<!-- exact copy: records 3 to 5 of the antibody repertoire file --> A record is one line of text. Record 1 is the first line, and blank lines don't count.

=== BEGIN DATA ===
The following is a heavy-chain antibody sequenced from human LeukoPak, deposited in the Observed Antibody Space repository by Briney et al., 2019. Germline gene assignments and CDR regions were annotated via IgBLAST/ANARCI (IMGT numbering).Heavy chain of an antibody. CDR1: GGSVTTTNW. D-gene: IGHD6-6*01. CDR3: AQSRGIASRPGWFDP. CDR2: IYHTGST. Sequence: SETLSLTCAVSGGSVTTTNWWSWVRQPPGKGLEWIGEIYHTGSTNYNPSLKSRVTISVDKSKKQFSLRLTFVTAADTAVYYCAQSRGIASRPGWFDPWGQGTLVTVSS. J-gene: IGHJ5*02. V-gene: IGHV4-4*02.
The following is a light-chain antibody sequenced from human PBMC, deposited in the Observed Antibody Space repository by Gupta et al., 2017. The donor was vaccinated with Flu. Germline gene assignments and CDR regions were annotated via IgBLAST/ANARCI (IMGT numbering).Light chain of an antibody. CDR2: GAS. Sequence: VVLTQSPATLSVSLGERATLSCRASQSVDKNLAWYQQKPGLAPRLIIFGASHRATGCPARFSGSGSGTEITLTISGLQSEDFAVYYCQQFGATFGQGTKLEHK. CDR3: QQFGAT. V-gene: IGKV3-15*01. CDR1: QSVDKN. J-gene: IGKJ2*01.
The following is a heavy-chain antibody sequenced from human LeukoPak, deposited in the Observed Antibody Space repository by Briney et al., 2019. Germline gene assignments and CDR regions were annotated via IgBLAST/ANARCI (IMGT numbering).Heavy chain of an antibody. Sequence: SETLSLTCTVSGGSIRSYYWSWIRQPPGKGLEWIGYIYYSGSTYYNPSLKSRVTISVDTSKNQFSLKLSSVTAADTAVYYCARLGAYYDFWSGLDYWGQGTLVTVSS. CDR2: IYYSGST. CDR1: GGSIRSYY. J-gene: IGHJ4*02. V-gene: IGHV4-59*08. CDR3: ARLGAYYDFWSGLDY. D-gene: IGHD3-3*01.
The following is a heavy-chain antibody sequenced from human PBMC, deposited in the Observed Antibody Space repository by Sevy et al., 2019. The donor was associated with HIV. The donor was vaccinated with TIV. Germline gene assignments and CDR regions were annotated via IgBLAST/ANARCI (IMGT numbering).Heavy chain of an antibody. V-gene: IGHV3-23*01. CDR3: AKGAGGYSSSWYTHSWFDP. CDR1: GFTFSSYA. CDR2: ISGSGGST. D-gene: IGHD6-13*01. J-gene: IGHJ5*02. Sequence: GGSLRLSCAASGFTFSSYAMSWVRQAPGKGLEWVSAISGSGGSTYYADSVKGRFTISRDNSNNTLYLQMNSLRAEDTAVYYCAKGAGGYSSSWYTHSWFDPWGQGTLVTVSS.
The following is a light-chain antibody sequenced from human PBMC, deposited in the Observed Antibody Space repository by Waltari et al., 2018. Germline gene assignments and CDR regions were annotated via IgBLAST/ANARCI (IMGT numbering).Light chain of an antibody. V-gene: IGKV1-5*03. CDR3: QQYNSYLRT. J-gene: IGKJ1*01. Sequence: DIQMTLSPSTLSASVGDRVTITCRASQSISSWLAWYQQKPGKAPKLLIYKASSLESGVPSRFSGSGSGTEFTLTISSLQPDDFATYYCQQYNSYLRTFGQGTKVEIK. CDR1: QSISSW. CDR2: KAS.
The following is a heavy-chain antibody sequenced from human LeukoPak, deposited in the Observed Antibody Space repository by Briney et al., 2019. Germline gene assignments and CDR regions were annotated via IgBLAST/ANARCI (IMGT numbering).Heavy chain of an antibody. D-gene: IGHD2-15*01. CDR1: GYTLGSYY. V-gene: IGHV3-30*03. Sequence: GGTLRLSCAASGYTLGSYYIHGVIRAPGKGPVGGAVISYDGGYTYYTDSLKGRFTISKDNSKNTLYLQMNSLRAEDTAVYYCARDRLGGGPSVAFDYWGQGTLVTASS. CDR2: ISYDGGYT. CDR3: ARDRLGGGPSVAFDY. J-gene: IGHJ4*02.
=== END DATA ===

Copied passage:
The following is a heavy-chain antibody sequenced from human LeukoPak, deposited in the Observed Antibody Space repository by Briney et al., 2019. Germline gene assignments and CDR regions were annotated via IgBLAST/ANARCI (IMGT numbering).Heavy chain of an antibody. Sequence: SETLSLTCTVSGGSIRSYYWSWIRQPPGKGLEWIGYIYYSGSTYYNPSLKSRVTISVDTSKNQFSLKLSSVTAADTAVYYCARLGAYYDFWSGLDYWGQGTLVTVSS. CDR2: IYYSGST. CDR1: GGSIRSYY. J-gene: IGHJ4*02. V-gene: IGHV4-59*08. CDR3: ARLGAYYDFWSGLDY. D-gene: IGHD3-3*01.
The following is a heavy-chain antibody sequenced from human PBMC, deposited in the Observed Antibody Space repository by Sevy et al., 2019. The donor was associated with HIV. The donor was vaccinated with TIV. Germline gene assignments and CDR regions were annotated via IgBLAST/ANARCI (IMGT numbering).Heavy chain of an antibody. V-gene: IGHV3-23*01. CDR3: AKGAGGYSSSWYTHSWFDP. CDR1: GFTFSSYA. CDR2: ISGSGGST. D-gene: IGHD6-13*01. J-gene: IGHJ5*02. Sequence: GGSLRLSCAASGFTFSSYAMSWVRQAPGKGLEWVSAISGSGGSTYYADSVKGRFTISRDNSNNTLYLQMNSLRAEDTAVYYCAKGAGGYSSSWYTHSWFDPWGQGTLVTVSS.
The following is a light-chain antibody sequenced from human PBMC, deposited in the Observed Antibody Space repository by Waltari et al., 2018. Germline gene assignments and CDR regions were annotated via IgBLAST/ANARCI (IMGT numbering).Light chain of an antibody. V-gene: IGKV1-5*03. CDR3: QQYNSYLRT. J-gene: IGKJ1*01. Sequence: DIQMTLSPSTLSASVGDRVTITCRASQSISSWLAWYQQKPGKAPKLLIYKASSLESGVPSRFSGSGSGTEFTLTISSLQPDDFATYYCQQYNSYLRTFGQGTKVEIK. CDR1: QSISSW. CDR2: KAS.